The steps creak a little more each day as Thing1 descends from his bastion on the upper bunk. He’s been taller than his mother for a year now, and, even though he enjoys sizing up the difference every time we pass in the hall, I am getting used to looking up at someone I used to carry around in a Snugli. It’s strange feeling, and a few weeks ago, I realized that Thing1, evoking a decidedly impish quality, didn’t really suit him anymore.
I’ve been using nicknames for my kids and husband since this blog’s inception. My six foot six husband is the Big Guy. My twelve and six-year-old boys are known as Thing1 and Thing2 (or SuperDude if he’s wearing his cape and wig), respectively.
My decision to use nicknames was not so much to safeguard their internet safety – very little is private anymore now – but more the result of the feeling that, especially with the kids, I had the right to tell our stories but not the right to opt in the use of their real names until they were old enough to make that decision themselves. The result has been a mostly illustrated blog (the few photos of the kids are usually old enough to prevent easy recognition by anyone but the people who already know them), and I’ve been happy with it. Now, however, as I’ve been searching for a new, more appropriate nickname for the gentle giant that roams our house, I realize that part of the motivation for the original nickname was my denial that he is growing up.
There is still a bit of the imp in him, but middle school and the discovery that a world lies outside Minister Hill have made him serious. When the imp is revealed, Thing2 is often the inspiration and the provocation. Like any good younger brother, Thing2 carries around a bit of loving hero worship for his big brother. Most afternoons he expresses his love by snuggling up to his older brother, but there are times when love hurts.
Sometimes inspired by boredom, sometimes by that most flattering of desires – to imitate his older brother in every possible way – Thing2 will sidle up to Thing1 at his desk or on the couch. He’ll work to inhabit the space with his brother. Then he’ll ask to play whatever Thing1 is playing, listen to whatever song Thing1 has blasting, or watch whatever show Thing1 thought was great last night but couldn’t care less about this afternoon. He is dogged in his admiration, and, when Thing1, in the time-honored tradition of surly preteens everywhere, ignores the initial overtures, Thing2 finds a plan B.
Snuggling becomes poking. Then poking becomes climbing, and sometimes the climbing hurts. Thing2’s faith that Thing1 would never hurt him is stronger David’s in a God that would guide his slingshot was. For the most part his faith is well-placed. Unlike the ancient Goliath, when our giant needs a lot of needling before he responds in kind. Sometimes the giant will lose his temper, but he rarely loses his cool.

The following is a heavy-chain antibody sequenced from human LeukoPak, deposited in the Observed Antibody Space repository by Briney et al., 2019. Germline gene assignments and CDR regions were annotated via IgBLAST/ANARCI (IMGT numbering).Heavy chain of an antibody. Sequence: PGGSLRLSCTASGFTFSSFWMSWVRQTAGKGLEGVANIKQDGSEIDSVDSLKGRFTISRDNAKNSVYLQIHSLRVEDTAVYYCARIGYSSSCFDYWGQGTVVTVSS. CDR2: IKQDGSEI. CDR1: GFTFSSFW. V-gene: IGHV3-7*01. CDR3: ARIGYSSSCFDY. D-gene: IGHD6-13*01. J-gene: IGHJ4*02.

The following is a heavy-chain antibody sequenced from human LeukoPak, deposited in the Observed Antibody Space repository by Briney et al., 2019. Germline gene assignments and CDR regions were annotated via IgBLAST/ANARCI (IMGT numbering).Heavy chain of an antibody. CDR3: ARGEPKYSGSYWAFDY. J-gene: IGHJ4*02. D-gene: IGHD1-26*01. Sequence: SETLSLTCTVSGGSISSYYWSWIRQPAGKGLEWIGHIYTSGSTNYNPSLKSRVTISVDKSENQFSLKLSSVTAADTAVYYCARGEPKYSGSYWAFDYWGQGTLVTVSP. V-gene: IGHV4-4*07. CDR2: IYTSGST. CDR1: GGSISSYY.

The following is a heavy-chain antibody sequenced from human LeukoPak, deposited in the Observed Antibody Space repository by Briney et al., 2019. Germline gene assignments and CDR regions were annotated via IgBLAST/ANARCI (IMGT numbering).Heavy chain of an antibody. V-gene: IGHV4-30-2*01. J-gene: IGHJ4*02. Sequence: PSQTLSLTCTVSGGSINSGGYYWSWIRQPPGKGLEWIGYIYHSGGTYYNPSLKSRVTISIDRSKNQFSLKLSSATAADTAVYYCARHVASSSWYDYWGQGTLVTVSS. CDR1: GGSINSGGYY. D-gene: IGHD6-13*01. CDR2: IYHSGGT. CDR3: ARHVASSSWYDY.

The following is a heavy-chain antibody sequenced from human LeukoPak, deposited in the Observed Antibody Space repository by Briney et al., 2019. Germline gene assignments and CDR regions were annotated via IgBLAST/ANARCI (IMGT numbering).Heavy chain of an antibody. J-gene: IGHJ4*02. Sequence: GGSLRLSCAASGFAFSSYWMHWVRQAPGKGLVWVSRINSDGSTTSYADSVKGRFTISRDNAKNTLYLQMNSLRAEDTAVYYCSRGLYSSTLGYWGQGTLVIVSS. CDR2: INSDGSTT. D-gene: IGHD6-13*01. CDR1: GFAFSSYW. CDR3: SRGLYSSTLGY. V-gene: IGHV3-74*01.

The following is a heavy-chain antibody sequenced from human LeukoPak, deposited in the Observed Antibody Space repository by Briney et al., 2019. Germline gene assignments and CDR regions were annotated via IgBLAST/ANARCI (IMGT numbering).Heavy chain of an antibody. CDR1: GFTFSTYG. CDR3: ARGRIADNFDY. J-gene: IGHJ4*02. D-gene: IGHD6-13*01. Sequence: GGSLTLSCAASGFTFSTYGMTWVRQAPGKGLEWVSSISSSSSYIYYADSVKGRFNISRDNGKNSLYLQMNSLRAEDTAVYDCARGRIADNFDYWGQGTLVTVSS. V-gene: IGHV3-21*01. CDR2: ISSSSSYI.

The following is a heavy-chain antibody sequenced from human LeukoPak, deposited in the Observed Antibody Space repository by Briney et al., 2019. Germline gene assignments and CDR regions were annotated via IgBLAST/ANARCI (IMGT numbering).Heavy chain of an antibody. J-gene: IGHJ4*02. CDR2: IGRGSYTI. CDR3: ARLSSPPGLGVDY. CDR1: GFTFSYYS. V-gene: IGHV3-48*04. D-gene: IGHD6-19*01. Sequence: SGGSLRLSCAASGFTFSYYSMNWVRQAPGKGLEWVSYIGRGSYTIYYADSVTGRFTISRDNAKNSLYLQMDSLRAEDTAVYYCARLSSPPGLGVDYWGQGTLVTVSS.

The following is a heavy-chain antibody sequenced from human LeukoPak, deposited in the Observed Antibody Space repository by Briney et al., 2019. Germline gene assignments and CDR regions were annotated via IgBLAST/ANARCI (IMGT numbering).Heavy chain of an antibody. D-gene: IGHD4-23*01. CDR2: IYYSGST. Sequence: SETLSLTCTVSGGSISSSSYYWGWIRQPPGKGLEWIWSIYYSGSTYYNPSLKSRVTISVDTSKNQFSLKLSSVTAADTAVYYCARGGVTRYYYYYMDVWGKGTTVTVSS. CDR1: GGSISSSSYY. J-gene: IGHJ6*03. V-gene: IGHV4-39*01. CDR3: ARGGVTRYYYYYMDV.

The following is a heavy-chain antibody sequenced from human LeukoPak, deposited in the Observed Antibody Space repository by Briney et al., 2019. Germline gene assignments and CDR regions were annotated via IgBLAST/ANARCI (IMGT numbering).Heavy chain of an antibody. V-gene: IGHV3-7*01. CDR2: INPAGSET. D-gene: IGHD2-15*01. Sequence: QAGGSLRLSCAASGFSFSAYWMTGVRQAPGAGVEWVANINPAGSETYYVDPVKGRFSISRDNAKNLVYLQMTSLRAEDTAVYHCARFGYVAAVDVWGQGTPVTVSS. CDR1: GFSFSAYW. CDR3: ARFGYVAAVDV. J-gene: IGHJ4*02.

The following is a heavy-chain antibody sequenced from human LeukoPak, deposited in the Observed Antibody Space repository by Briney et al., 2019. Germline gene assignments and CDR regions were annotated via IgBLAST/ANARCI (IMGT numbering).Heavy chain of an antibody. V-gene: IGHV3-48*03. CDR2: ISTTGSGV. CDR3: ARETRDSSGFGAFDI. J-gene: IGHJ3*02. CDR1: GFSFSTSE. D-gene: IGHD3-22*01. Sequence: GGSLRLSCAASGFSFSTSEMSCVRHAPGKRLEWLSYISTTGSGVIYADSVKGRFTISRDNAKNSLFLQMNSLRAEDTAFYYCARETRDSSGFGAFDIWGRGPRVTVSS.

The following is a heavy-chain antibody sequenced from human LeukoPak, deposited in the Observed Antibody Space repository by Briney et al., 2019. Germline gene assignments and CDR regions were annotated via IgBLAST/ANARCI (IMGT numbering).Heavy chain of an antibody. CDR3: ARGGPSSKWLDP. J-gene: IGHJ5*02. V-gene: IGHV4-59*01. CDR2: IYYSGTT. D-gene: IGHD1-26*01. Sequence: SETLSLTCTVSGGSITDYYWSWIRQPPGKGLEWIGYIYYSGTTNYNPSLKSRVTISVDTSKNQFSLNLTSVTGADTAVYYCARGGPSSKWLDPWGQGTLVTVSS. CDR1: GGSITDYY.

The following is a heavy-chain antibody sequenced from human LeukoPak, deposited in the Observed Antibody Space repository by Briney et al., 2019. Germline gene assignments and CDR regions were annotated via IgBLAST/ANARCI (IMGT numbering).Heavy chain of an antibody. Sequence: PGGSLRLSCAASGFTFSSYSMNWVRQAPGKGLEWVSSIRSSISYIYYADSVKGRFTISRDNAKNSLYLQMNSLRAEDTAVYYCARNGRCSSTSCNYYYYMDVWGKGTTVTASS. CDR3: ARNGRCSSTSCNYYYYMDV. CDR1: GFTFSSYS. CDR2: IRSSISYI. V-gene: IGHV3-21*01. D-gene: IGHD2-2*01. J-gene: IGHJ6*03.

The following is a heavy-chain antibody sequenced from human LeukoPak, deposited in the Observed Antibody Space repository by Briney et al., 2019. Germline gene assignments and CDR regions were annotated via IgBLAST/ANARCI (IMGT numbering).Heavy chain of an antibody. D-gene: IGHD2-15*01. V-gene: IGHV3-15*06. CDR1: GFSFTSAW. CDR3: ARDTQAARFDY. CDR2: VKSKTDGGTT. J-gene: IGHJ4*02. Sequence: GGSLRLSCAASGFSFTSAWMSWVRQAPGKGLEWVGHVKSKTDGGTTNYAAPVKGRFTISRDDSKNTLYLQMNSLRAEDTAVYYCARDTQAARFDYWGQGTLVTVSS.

Lately he’s been taking on more grown-up chores around the house. He’s attentive and responsive when we need a quick favor. Naturally, I see him through my maternal bias, but as I watch the imp becoming a man, I’ve decided it’s time for someone to get a new nickname and rehabilitate the name Goliath.
Maybe if it hadn’t been a snow day filled with lolling about and lying around, this milestone might have gone unnoticed. But twelve-year-old Thing1, getting as big as a good-natured Goliath these days, made the mistake of mentioning that he wanted a shower on a slow news day. The Big Guy and I looked at our son and then back at each other, the same question on our minds.
I think the Big Guy was the first to ask Goliath point blank if there was a girl involved. Our firstborn immediately rebuffed such a ridiculous suggestion. His hair was too long, he said. It was too warm and he needed to cool off.
I don’t mean to imply that Goliath doesn’t shower regularly. But anyone who’s raised or raising boys will concur that there comes a phase in their lives when they develop severe soap allergies, as evidenced – at our house – by the sounds of cajoling and pleading (and that’s the parents) that commence many evenings just after supper time. We have heard every excuse for why Goliath and his six-year-old tormenter, David, should abstain from contact with cleanliness. They don’t feel dirty. They’re just going to get dirty again tomorrow. They’re trying to save water and (going after our off-grid Achille’s heels) electricity. So when we haven’t had to cajole or plead for not just one night, but three in a row, it’s a major event.
The Big Guy and I didn’t contest any further his earnest contention that a sudden romantic interest was not at the source of this sudden spate of elective hygiene. Once Goliath cleared his place and retreated to his half-hour shower, however, the Big Guy and I looked at each other, realizing we are getting closer and closer to the scary hairy edge of being parents of a full-fledged teenager. And as frightening as that thought is, the scarier idea is just how fast it’s all going.